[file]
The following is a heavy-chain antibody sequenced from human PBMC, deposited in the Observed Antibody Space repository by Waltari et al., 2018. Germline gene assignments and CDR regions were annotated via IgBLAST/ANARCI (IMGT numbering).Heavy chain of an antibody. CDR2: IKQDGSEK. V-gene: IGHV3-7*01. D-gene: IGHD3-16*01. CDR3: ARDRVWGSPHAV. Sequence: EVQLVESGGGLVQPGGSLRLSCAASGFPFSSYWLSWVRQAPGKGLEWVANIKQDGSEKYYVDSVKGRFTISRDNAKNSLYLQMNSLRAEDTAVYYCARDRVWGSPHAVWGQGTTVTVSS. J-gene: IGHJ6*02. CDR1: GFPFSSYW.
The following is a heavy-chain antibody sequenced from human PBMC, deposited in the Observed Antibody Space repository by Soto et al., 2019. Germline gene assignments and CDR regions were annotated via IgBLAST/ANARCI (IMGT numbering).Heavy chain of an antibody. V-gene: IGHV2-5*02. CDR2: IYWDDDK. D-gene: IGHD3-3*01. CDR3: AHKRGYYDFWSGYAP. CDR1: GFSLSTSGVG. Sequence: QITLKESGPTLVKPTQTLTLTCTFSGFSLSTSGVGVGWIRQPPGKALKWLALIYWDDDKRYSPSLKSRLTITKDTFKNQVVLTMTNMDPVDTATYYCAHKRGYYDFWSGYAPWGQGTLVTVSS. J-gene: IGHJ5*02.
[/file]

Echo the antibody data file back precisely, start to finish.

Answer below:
The following is a heavy-chain antibody sequenced from human PBMC, deposited in the Observed Antibody Space repository by Waltari et al., 2018. Germline gene assignments and CDR regions were annotated via IgBLAST/ANARCI (IMGT numbering).Heavy chain of an antibody. CDR2: IKQDGSEK. V-gene: IGHV3-7*01. D-gene: IGHD3-16*01. CDR3: ARDRVWGSPHAV. Sequence: EVQLVESGGGLVQPGGSLRLSCAASGFPFSSYWLSWVRQAPGKGLEWVANIKQDGSEKYYVDSVKGRFTISRDNAKNSLYLQMNSLRAEDTAVYYCARDRVWGSPHAVWGQGTTVTVSS. J-gene: IGHJ6*02. CDR1: GFPFSSYW.
The following is a heavy-chain antibody sequenced from human PBMC, deposited in the Observed Antibody Space repository by Soto et al., 2019. Germline gene assignments and CDR regions were annotated via IgBLAST/ANARCI (IMGT numbering).Heavy chain of an antibody. V-gene: IGHV2-5*02. CDR2: IYWDDDK. D-gene: IGHD3-3*01. CDR3: AHKRGYYDFWSGYAP. CDR1: GFSLSTSGVG. Sequence: QITLKESGPTLVKPTQTLTLTCTFSGFSLSTSGVGVGWIRQPPGKALKWLALIYWDDDKRYSPSLKSRLTITKDTFKNQVVLTMTNMDPVDTATYYCAHKRGYYDFWSGYAPWGQGTLVTVSS. J-gene: IGHJ5*02.